Liam’s Story: Fly As Magic Swan

This story has a trigger warning

Trigger warning: references to suicide

These days, I rarely think about suicide but for a large part of my life so-called 'suicidal ideation' was a consistent presence for me. I frequently felt suicidal between the ages of 18 and 35, and made several attempts to take my own life. On at least one of these occasions it was only chance that I survived.

Liam’s Story: Fly As Magic Swan

Now, as I edge towards the age of retirement, I reflect that there were some things which kept me alive. One which stands out was a postcard.

I’ve lived with ‘severe mental illness’ since I was a teenager. Today I’m in my 60s and mental health remains challenging every day. While things are often difficult, these days I’m a bit better at managing life.

I had several periods in mental hospitals when I was younger. And it was during one of these that the postcard arrived. I was a patient on a locked ward to which I’d been admitted after only just surviving a suicide attempt.

The card was from Giuseppe, an Italian school teacher I’d met a couple of years earlier while hitchhiking around Europe. He and his partner, Luca, let me stay with them and I felt cared for and accepted by them both.

Giuseppe often sent postcards, but this one was special. It was a painting of white swans flying across water, and on the back he’d written: ‘You will fly as magic swan.’ I was dosed up on antipsychotics and the treatment at the hospital was awful, but those words broke through in a way that nothing else had. The sentiment in the words and the image connected with me because I knew it was sincere and motivated by love. Because of the slightly incorrect grammar I imagined I could hear Giuseppe’s voice reaching out to me in that grim place.

In the end, following brutal treatment from staff on the ward, I managed to escape from the hospital. I spent that night on the floor of a friend’s caravan. As I tried to sleep, everything was strange and frightening. I didn’t have any antipsychotic drugs with me and my mind was doing all sorts of weird things. The next day, I took the ferry to Ostend and lived on the continent for some time. Friends in Belgium took me in without question, and then I hitchhiked to Italy and once again stayed with Giuseppe and Luca, who welcomed me.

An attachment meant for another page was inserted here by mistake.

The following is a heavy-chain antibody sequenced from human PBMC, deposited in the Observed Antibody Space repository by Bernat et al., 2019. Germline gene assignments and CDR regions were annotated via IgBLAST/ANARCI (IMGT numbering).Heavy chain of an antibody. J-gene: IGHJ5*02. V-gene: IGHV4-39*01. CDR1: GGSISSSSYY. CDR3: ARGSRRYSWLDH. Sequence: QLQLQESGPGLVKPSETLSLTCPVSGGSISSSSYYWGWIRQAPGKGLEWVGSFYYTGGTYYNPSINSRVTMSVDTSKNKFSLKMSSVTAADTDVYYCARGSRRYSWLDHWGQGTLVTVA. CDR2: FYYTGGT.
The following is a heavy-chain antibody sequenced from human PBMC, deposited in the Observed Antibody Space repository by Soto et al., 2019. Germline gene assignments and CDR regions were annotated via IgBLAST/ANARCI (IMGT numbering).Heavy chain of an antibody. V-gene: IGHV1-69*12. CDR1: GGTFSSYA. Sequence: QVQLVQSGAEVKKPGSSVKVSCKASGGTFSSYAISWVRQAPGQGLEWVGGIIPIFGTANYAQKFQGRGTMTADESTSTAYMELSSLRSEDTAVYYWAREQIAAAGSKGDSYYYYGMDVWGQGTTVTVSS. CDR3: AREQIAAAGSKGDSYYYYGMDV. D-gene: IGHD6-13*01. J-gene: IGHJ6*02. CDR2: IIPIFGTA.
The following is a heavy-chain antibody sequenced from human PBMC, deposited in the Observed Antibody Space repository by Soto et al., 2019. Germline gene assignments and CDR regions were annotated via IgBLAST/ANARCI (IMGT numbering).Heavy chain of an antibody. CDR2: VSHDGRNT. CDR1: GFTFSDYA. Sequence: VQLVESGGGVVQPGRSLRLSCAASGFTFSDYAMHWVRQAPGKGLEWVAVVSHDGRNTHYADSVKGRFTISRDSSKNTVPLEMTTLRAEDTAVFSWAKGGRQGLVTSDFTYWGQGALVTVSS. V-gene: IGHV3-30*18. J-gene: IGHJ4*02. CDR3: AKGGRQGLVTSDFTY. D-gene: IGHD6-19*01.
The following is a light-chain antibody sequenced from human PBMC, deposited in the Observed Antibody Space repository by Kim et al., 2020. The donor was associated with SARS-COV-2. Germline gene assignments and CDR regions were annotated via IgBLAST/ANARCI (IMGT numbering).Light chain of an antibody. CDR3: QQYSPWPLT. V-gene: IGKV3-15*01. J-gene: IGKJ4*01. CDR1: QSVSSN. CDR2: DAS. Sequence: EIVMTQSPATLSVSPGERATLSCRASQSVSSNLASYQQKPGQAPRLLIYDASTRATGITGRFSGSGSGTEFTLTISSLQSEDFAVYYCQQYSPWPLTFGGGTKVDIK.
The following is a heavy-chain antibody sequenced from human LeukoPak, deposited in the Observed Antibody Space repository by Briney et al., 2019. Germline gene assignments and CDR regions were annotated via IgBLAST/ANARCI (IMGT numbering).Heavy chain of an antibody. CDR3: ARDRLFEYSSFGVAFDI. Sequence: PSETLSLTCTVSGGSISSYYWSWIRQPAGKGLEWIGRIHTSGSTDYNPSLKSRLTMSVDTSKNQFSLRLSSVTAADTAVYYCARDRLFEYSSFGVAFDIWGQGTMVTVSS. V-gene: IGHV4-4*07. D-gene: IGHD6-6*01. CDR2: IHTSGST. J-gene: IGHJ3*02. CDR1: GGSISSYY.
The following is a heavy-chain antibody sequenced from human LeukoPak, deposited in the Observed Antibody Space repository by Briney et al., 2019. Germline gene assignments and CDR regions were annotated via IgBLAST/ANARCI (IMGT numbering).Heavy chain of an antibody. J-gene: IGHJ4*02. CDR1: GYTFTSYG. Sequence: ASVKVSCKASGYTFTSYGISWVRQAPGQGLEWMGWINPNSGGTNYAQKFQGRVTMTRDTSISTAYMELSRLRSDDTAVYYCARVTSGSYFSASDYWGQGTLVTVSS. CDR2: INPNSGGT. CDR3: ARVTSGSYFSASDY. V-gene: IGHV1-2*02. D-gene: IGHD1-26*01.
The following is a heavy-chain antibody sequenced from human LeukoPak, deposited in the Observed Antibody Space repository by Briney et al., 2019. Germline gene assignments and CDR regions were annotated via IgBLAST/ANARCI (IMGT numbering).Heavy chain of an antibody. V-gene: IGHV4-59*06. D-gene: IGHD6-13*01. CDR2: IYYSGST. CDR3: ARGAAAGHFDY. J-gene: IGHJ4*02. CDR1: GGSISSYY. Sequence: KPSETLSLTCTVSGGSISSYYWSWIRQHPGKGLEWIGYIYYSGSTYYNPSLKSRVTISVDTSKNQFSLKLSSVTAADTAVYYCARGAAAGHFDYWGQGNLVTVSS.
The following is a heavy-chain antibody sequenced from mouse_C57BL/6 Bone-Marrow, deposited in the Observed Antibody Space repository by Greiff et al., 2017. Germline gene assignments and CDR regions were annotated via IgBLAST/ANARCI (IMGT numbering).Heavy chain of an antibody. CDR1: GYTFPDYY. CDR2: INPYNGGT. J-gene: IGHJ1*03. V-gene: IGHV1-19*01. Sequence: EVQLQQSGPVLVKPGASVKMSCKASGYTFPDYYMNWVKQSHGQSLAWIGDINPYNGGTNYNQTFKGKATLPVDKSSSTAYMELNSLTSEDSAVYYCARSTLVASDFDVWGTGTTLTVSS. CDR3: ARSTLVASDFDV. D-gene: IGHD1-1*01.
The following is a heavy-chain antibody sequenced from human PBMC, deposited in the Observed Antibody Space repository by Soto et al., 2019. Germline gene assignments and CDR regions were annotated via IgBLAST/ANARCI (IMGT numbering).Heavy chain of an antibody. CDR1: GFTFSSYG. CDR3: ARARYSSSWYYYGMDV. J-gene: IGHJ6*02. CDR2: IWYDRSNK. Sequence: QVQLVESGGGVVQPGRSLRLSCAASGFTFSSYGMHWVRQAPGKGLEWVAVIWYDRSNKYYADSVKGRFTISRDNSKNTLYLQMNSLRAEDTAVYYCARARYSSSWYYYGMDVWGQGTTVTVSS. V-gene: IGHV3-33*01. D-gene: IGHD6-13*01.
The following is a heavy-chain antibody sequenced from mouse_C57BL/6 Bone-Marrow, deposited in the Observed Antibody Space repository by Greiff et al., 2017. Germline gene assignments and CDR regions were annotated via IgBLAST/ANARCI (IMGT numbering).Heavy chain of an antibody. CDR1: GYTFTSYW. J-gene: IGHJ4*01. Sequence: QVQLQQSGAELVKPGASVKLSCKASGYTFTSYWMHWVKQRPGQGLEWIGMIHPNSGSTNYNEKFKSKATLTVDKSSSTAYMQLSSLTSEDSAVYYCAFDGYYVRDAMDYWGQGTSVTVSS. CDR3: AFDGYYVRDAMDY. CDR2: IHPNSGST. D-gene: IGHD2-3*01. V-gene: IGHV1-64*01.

There have been many kind and accepting people in my life; I think opening up a little helped me to make connections which I realise now probably saved my life.

It’s surprising how you can connect with people you wouldn’t expect to have anything in common with. I bonded with Kevin, the head of a gang of skinheads, who seemed terrifying but was a very kind person. An older man, Thomas, who had very serious alcohol problems, looked after me on the ward after my suicide attempt. Then there was an actor, a gentle, kind soul, I met when I was sleeping in Hyde Park. He’d buy me meals and even take me to see shows.

Friendships like these have helped to keep me alive. I am extremely grateful for the love and care of others offered to me without any expectation or demand. I really hope that I’ve been able to offer something similar back to some of the many folk I’ve known who, like me all those years ago, needed to believe in the possibility that they might one day surface from the dark waters of suffering, and ‘fly as magic swan’.

This moving story by Liam is part of Suicide Prevention project funded by Sheffield City Council and run by Sheffield Flourish. Through one-to-one conversations short personal stories have been created, aiming to spread awareness around suicide, and break down stigma. 

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